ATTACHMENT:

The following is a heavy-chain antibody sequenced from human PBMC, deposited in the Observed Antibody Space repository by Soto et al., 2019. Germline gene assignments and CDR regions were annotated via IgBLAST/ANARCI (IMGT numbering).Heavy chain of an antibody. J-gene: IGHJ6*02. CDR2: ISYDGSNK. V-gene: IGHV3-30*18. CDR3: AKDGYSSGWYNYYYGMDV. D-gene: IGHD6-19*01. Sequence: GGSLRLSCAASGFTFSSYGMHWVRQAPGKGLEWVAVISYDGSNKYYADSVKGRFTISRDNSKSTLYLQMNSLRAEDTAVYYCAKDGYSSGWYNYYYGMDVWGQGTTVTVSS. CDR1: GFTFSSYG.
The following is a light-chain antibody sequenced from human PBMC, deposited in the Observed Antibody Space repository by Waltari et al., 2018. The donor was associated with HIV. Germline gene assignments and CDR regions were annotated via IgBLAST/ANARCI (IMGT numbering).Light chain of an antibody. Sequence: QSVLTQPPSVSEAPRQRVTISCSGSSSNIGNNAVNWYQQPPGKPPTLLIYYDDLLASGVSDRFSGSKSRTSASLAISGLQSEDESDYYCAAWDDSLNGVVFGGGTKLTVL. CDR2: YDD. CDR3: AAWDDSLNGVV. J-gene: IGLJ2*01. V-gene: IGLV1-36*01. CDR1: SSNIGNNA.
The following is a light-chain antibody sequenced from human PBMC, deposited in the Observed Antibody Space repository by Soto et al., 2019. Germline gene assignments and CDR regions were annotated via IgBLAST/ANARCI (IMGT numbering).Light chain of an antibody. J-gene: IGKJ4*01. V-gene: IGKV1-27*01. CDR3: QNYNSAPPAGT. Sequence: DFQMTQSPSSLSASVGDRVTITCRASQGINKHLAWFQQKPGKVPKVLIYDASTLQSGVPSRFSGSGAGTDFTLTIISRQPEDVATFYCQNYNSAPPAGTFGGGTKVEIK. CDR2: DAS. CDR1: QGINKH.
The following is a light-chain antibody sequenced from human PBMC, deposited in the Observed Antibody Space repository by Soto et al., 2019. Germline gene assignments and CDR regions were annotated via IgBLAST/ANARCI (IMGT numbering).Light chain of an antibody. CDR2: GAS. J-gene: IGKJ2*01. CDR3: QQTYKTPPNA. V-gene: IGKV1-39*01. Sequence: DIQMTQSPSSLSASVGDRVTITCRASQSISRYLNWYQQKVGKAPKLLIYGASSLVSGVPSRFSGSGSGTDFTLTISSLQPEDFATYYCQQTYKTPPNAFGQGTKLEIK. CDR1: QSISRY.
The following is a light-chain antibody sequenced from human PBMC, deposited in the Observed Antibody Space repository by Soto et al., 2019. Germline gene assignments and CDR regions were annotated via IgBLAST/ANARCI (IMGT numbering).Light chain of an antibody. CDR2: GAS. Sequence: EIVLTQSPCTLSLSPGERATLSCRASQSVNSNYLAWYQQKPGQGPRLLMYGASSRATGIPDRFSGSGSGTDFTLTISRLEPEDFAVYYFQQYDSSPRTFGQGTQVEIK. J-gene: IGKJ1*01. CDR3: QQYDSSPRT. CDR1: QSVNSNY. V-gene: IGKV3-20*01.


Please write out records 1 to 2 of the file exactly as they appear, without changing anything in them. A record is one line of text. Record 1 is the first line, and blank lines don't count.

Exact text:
The following is a heavy-chain antibody sequenced from human PBMC, deposited in the Observed Antibody Space repository by Soto et al., 2019. Germline gene assignments and CDR regions were annotated via IgBLAST/ANARCI (IMGT numbering).Heavy chain of an antibody. J-gene: IGHJ6*02. CDR2: ISYDGSNK. V-gene: IGHV3-30*18. CDR3: AKDGYSSGWYNYYYGMDV. D-gene: IGHD6-19*01. Sequence: GGSLRLSCAASGFTFSSYGMHWVRQAPGKGLEWVAVISYDGSNKYYADSVKGRFTISRDNSKSTLYLQMNSLRAEDTAVYYCAKDGYSSGWYNYYYGMDVWGQGTTVTVSS. CDR1: GFTFSSYG.
The following is a light-chain antibody sequenced from human PBMC, deposited in the Observed Antibody Space repository by Waltari et al., 2018. The donor was associated with HIV. Germline gene assignments and CDR regions were annotated via IgBLAST/ANARCI (IMGT numbering).Light chain of an antibody. Sequence: QSVLTQPPSVSEAPRQRVTISCSGSSSNIGNNAVNWYQQPPGKPPTLLIYYDDLLASGVSDRFSGSKSRTSASLAISGLQSEDESDYYCAAWDDSLNGVVFGGGTKLTVL. CDR2: YDD. CDR3: AAWDDSLNGVV. J-gene: IGLJ2*01. V-gene: IGLV1-36*01. CDR1: SSNIGNNA.